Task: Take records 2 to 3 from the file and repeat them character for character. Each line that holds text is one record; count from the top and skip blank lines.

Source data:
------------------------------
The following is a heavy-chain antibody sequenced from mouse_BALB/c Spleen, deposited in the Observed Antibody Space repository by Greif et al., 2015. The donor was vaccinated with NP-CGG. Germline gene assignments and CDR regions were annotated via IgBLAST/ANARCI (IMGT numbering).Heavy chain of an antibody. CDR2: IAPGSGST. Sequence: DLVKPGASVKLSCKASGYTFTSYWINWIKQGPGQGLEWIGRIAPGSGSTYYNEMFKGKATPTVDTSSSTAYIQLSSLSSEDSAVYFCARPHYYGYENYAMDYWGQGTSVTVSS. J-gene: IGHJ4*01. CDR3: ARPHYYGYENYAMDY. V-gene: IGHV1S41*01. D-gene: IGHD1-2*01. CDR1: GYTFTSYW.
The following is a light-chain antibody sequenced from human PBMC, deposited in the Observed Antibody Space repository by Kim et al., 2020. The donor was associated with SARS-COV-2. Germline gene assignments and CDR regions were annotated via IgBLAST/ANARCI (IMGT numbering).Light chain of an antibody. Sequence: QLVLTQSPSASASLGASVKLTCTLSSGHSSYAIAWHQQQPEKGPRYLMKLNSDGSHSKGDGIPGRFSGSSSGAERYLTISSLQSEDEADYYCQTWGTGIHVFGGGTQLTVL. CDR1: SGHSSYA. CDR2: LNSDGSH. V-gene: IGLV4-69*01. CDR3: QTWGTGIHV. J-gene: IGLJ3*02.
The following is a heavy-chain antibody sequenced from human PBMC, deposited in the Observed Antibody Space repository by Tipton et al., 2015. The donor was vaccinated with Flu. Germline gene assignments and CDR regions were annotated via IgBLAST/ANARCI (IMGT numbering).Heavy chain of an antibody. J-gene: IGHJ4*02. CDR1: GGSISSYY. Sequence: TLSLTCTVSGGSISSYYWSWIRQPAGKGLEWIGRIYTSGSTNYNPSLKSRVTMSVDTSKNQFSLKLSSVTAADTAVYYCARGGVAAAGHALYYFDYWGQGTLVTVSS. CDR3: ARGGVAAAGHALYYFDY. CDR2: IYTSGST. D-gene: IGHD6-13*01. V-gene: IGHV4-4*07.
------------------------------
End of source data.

The following is a light-chain antibody sequenced from human PBMC, deposited in the Observed Antibody Space repository by Kim et al., 2020. The donor was associated with SARS-COV-2. Germline gene assignments and CDR regions were annotated via IgBLAST/ANARCI (IMGT numbering).Light chain of an antibody. Sequence: QLVLTQSPSASASLGASVKLTCTLSSGHSSYAIAWHQQQPEKGPRYLMKLNSDGSHSKGDGIPGRFSGSSSGAERYLTISSLQSEDEADYYCQTWGTGIHVFGGGTQLTVL. CDR1: SGHSSYA. CDR2: LNSDGSH. V-gene: IGLV4-69*01. CDR3: QTWGTGIHV. J-gene: IGLJ3*02.
The following is a heavy-chain antibody sequenced from human PBMC, deposited in the Observed Antibody Space repository by Tipton et al., 2015. The donor was vaccinated with Flu. Germline gene assignments and CDR regions were annotated via IgBLAST/ANARCI (IMGT numbering).Heavy chain of an antibody. J-gene: IGHJ4*02. CDR1: GGSISSYY. Sequence: TLSLTCTVSGGSISSYYWSWIRQPAGKGLEWIGRIYTSGSTNYNPSLKSRVTMSVDTSKNQFSLKLSSVTAADTAVYYCARGGVAAAGHALYYFDYWGQGTLVTVSS. CDR3: ARGGVAAAGHALYYFDY. CDR2: IYTSGST. D-gene: IGHD6-13*01. V-gene: IGHV4-4*07.